The opening chapter, 'The Mouse That Roared,' focuses on the rise of the I.T. industry in India: its growth from an export of a paltry $50 million in 1991 to around $6 billion in 2000-01. The growth during the first five years of the decade was mostly from low-cost, contract, labor-intensive routine programming for major American corporations like Texas Instruments and Hewlett-Packard. During the next five years, I.T. professionals in India moved beyond writing codes to state-of-the-art applications. Soon Indian companies achieved an enviable reputation for delivering 90 percent of the projects on time, compared to 65 percent for U.S. companies.
The second chapter, 'The Cats That Stalked,' outlines the history of Indian I.T. professionals, who started coming to the San Francisco Bay Area in the early 1960s. The foremost among them is the physicist Dr. Narinder Singh Kapany, father of fiber optics. In 1960, he founded Optics Technology Inc., in Palo Alto, and made it public in 1967. In 1978, Sirjang Lal Tandon founded Tandon Computers, a highly successful corporation, which supplied disc drives to the P.C. industry.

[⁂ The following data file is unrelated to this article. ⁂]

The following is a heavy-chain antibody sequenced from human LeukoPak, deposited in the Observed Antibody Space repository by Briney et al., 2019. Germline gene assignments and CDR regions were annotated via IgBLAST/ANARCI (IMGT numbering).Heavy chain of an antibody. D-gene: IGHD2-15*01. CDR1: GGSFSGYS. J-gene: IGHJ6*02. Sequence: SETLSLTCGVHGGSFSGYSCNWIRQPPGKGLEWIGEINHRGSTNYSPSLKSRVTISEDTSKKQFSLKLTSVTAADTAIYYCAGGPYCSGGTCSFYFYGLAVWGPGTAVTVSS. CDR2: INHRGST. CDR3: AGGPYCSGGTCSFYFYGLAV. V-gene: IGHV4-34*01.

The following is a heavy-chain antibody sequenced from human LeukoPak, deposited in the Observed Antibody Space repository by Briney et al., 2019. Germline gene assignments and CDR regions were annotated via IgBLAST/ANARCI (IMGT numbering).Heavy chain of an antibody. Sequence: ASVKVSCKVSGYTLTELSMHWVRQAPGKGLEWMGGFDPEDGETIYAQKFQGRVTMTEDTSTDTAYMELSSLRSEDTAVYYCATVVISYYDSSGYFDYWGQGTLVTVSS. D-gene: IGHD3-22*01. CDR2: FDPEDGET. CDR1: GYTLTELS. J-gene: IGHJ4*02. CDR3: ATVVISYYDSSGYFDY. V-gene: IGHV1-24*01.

The names of outstanding Indian-American entrepreneurs in the 1980s and 90s are too numerous to list here. Selecting four 'superstars' among them, Rajghatta devotes a full hagiographic chapter to each.
The chapter on Vinod Khosla, 'The Seer of Sand Hill Road,' presents his stunning achievements: co-founding Sun Microsystems; becoming a multi-millionaire who temporarily retired at age thirty; emerging as a venture capitalist so successful that Fortune magazine, in a cover story, called him 'the greatest V.C. of all time.'